3. I feel like maybe this is a flashback what they should us, the boy is grown up now & something has happened to Kratos & he’s out to save him. Probably Kratos is not the main character but in the demo they give you that thought of thinking he’s the main character.

    • Showed us*

    • Some info posted in neogaf…
      Sony Santa Moncia confirmed the following on YouTube :

      – Kratos is the main character, play as him all game
      – Not open world game
      – Norse mythology timeline
      – coming out…”soon”, definitely not a 2016 game

  4. It is nice to see Kratos is actualy capable of erm… not being a massive angry ball of muscle that murders everything in sight then murders everything that gets in his way. I could see Kratos being a minor character in this with the Boy taking over. Or Kratos is literally the God of War(again) and decided to take back his job after the end of three. Which kinda makes the ending to GOW1 canon again.

    I like the slower pace and feels natural. Granted, GOW is over the top epic battles that throw numbers at you but i think everyone should give this GOW a chance. That and people were starting to get tired of Kratos: A true Murder Simulator.

    It seems to now be Kratos: The Last Spartan.

    Yes, you can boo me. But no Boourns. Because Simpsons did it.

  5. I like the new over-the-shoulder perspective, i’ve seen complaints about the last few games not being as good as the previous ones – although i’ve enjoyed all of them up to GoW3 but wasn’t as enthused about Ascension. So this could be the injection the franchise needs. I also think we have a lot more to discover about it yet, given that that looked to be an early/intro sequence from the game.

  6. The last of krat-os?

    • Go and face the wall. You know what you did.

      Shame on you.


      *judges very harshly whilst drinking a cuppa* :P

      • I regret nothing :D

      • Get back in the corner! You know what you did! Don’t make me expose you to the Beiber! And RIDE TO HELL:RETRIBUTION! Because i will do that.

  7. I think it looks good, people were perhaps a bit fatigued with how it was in Ascension and it was more of the same…im guessing hes supposed to be retired now? i liked the slower pace and new perspective. maybe they’ll still dial up certain portions but have overall different pace.

  8. I cannot believe the nay-saying I hear from commenters around the web. The old Kratos was ridiculously angry but the new one looks interesting. Why would people prefer ridiculousness over interestingness…

    • Pfft, he had nothing compared to Asura of Asura’s Wrath. Dude was literally powered by his own anger.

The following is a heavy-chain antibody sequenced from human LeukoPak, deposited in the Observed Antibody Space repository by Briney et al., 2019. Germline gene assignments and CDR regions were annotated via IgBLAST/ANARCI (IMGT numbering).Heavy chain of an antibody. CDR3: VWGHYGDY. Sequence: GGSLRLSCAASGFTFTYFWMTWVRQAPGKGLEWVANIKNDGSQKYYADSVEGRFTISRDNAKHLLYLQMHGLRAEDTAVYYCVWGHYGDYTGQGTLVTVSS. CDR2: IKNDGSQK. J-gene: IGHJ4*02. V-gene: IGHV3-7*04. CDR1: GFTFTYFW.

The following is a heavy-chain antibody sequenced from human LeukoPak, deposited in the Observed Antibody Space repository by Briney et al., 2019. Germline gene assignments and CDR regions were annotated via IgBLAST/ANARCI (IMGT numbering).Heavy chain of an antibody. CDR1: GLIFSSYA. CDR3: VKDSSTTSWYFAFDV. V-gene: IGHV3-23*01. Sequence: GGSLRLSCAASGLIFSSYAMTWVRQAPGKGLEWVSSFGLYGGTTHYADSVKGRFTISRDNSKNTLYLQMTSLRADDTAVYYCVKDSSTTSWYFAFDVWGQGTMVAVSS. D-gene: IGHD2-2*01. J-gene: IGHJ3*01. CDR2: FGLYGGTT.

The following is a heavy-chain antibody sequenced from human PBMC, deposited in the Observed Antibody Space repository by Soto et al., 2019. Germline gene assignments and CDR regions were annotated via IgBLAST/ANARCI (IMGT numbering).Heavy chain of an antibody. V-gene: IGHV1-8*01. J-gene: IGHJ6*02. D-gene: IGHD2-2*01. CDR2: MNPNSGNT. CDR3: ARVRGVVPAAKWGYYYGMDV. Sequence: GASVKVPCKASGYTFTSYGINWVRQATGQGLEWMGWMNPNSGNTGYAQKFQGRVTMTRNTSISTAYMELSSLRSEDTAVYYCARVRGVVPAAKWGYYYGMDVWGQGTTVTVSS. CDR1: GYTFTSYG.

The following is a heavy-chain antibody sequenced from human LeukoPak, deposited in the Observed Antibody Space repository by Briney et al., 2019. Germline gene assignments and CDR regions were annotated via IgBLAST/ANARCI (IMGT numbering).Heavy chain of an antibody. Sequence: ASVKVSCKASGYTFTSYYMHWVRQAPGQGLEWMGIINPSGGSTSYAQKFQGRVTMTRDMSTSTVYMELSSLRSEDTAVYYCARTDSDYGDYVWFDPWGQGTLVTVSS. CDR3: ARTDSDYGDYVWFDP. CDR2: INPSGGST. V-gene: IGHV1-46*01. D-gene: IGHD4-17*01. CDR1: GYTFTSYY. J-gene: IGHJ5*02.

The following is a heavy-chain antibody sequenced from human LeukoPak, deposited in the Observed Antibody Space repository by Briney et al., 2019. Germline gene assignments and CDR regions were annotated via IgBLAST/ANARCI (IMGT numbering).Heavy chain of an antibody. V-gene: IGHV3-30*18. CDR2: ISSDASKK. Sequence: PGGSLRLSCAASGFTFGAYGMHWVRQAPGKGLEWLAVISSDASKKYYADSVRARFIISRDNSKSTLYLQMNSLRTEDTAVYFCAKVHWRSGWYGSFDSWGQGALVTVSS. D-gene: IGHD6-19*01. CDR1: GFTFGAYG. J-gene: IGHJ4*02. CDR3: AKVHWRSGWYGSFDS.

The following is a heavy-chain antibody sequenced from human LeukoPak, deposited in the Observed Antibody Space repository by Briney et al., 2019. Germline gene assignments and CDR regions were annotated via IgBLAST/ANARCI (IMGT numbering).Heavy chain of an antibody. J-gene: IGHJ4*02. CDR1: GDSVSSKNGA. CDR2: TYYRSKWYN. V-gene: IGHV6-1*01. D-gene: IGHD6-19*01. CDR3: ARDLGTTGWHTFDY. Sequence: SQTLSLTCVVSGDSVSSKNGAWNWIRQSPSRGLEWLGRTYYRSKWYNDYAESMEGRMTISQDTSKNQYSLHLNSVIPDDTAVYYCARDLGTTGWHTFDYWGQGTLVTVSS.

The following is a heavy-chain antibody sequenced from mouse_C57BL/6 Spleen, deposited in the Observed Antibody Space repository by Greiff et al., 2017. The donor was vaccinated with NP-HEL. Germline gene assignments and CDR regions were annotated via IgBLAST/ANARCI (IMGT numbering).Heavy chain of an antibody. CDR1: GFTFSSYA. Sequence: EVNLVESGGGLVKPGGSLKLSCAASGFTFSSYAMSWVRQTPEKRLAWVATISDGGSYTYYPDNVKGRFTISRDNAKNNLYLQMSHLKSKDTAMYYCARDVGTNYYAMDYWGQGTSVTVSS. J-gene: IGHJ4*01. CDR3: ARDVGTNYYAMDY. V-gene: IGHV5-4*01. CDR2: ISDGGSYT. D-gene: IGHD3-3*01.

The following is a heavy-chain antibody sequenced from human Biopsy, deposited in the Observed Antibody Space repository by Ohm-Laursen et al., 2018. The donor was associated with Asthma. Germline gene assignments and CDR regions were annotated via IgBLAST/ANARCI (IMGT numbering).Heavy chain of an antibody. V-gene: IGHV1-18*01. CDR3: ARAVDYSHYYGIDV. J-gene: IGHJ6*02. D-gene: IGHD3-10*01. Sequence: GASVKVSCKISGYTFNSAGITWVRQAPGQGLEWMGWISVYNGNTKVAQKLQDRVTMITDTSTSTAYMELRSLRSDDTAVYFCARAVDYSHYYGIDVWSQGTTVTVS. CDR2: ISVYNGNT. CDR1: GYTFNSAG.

I didn’t mind Kratos being a colossal murdering dick that shouteda lot as his tale was rather simple. Got betrayed. Revenge. Got betrayed again(Admittly, he brought it on himself with his warmongering), revenge. an entire game of revenge. And a lot of spin offs that i care too little to invest in.

      The new Kratos is going to be interesting. Hell, the trailer show more emotion from Kratos then the entire trilogy did! Probably 2-3 minutes of no stabby stab, roar roar in the entire trilogy.

    • Because interesting games with heavy narratives already exist. Not everything has to fit the trend of being an emotionally affecting journey. Sometimes you just want to pull apart a wave of nasties with style and fury, in increasingly more epic backdrops.

      As it is, it looks like they have created a new IP and stuck a familiar character in to drive sales.

    • For me, it isn’t that Kratos is so different to the Kratos we played in the original games, it’s that he’s SO different that they could have created a new character with a completely new story. I’d be more excited about that prospect. Something new instead of an old character who’s story already feels complete.

      That Kratos could completely change character after 6 games feels a little forced to me. Maybe they thought a God of War game with a new character wouldn’t sell as well, I don’t know. Hell, maybe it works just fine in the final game. It just felt a bit odd to me. Like if the next Bond movie was about how Bond decided he wanted to be a pre-school teaching assistant and part time nail technician instead of a Secret Service agent.

      I thought the trailer looked incredible, I just wasn’t expecting Kratos again.